An acoustic (unplugged) album from Flatland Cavalry is not nearly so surprising as, say, a stripped-down Jason Aldean or Brantley Gilbert project. This Texas outfit isn’t exactly known for cranking up the volume. Nevertheless, the act’s seven-song Far Out West Sessions release is a welcome collection of quieter recordings.
It opens with “Tilt Your Chair Back,” which comes off like a healthier version of Dierks Bentley’s “Tip It On Back.” Instead of tilting an adult beverage or lighting up something smokeable, Flatland Calvary encourages drinking cold iced tea while kicking back in an outside chair at the end of the day. Bentley’s song offers a way to avoid the world’s crushing negativity, while FC is concerned more with focusing on what’s positive in life. The instrumentation on FC’s tune is simple, notable for lots of fiddle, acoustic guitar and mandolin.
While there is a distinct softness to the overall sound of these songs, these lyrics aren’t always sweetness and light. For example, “Dancin’ Around A Fire” flows with a minor key, ominous tone. It begins with dueling acoustic guitars, which foreshadow the struggle that is about to go on in the song. Its lyric is specifically about temptation, and temptation is personified as fire. “Like moths drawn to the moonlight,” as lead singer Cleto Cordero describes it, reveals how infidelity has an undeniably strong drawing power. Cordero doesn’t spend much time describing this feminine object of desire, but instead talks mostly about the whole dance men and women do before ultimately giving in. It hits the listener hard, like a warning shot.
The delightful acoustic picking that underpins “Daydreamer” fits it perfectly, as this is a song about one that surrenders again and again to his daydreams. The protagonist in the song is searching for a daydreamer, just like him. That can be a difficult task, though. Practical people in this world largely outnumber the lazier dreamers. Then again, many of the best musicians are also said daydreamers. These are the ones that fantasize and then transform their fantasies into wonderfully memorable songs. Then again, because opposites attract, perhaps it’s best for these out-to-lunch performers to end up with more serious realists. To balance out the ticket, so to speak.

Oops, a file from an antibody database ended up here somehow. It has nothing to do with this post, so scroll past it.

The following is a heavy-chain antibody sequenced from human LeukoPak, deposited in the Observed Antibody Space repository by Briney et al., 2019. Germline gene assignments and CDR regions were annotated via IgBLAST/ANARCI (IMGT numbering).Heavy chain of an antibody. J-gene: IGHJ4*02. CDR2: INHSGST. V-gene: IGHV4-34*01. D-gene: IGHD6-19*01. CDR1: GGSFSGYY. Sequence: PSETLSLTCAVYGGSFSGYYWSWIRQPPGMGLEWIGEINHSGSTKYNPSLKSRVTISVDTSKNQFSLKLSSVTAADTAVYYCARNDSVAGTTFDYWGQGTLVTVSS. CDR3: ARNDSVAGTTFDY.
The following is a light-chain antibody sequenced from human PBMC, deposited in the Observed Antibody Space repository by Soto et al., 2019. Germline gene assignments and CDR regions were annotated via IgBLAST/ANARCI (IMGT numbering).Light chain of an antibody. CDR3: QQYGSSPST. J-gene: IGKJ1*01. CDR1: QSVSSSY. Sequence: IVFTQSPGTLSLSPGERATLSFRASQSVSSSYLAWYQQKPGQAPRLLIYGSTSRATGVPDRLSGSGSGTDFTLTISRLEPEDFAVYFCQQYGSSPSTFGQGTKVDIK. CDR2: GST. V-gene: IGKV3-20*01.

One of the more notable songs on this release is also one of Flatland Calvary’s better-known songs. “Country Is…” delves into the various contemporary definitions of country. It’s not just about country music, but music is a big part of it. It’s also about what it means to be a country person. Country credibility is a big issue these days in the country music genre. Country bragging rights are as important as a long rap sheet is to a gangsta rapper. Or so it seems. Ironically, though, many of these country identity anthems are sung to music that doesn’t sound much like country music at all. (There’s some serious cognitive dissonance going on there, for sure). Of course, Flatland Calvary doesn’t need to assert their identity at all. Nobody doubts these guys are the real deal.
“Life Without You” closes out this seven-song set with the sad one. It is just what its title summarizes; the story of a man trying to live his life without his true love. It includes a lovely, long fiddle solo that puts a tearful exclamation point on Cordero’s hurtful tale.
Sure, an acoustic Flatland Calvary project is probably not all that necessary, as their regular studio recordings are already filled with plenty of mighty fine country music. Nevertheless, one must never look a gift horse in the mouth. More Flatland Calvary is always better, whether requested or not.